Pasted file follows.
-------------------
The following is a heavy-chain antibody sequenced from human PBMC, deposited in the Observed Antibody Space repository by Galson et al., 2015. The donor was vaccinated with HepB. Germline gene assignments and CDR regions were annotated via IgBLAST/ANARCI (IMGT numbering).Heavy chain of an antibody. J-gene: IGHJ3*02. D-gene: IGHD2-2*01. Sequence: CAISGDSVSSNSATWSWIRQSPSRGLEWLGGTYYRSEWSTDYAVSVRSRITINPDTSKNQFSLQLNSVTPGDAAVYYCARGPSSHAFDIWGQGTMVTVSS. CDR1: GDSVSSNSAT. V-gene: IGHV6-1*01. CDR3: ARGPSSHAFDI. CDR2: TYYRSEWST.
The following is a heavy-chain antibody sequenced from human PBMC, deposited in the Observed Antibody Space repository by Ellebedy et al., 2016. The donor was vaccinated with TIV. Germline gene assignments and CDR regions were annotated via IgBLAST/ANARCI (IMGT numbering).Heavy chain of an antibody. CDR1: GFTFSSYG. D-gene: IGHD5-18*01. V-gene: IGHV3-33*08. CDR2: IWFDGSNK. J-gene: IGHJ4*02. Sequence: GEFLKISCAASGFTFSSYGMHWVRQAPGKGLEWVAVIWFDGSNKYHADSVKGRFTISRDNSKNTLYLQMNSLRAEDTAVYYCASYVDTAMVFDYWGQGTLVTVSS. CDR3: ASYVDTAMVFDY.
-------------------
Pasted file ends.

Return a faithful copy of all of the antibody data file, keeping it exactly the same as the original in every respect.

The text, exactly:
The following is a heavy-chain antibody sequenced from human PBMC, deposited in the Observed Antibody Space repository by Galson et al., 2015. The donor was vaccinated with HepB. Germline gene assignments and CDR regions were annotated via IgBLAST/ANARCI (IMGT numbering).Heavy chain of an antibody. J-gene: IGHJ3*02. D-gene: IGHD2-2*01. Sequence: CAISGDSVSSNSATWSWIRQSPSRGLEWLGGTYYRSEWSTDYAVSVRSRITINPDTSKNQFSLQLNSVTPGDAAVYYCARGPSSHAFDIWGQGTMVTVSS. CDR1: GDSVSSNSAT. V-gene: IGHV6-1*01. CDR3: ARGPSSHAFDI. CDR2: TYYRSEWST.
The following is a heavy-chain antibody sequenced from human PBMC, deposited in the Observed Antibody Space repository by Ellebedy et al., 2016. The donor was vaccinated with TIV. Germline gene assignments and CDR regions were annotated via IgBLAST/ANARCI (IMGT numbering).Heavy chain of an antibody. CDR1: GFTFSSYG. D-gene: IGHD5-18*01. V-gene: IGHV3-33*08. CDR2: IWFDGSNK. J-gene: IGHJ4*02. Sequence: GEFLKISCAASGFTFSSYGMHWVRQAPGKGLEWVAVIWFDGSNKYHADSVKGRFTISRDNSKNTLYLQMNSLRAEDTAVYYCASYVDTAMVFDYWGQGTLVTVSS. CDR3: ASYVDTAMVFDY.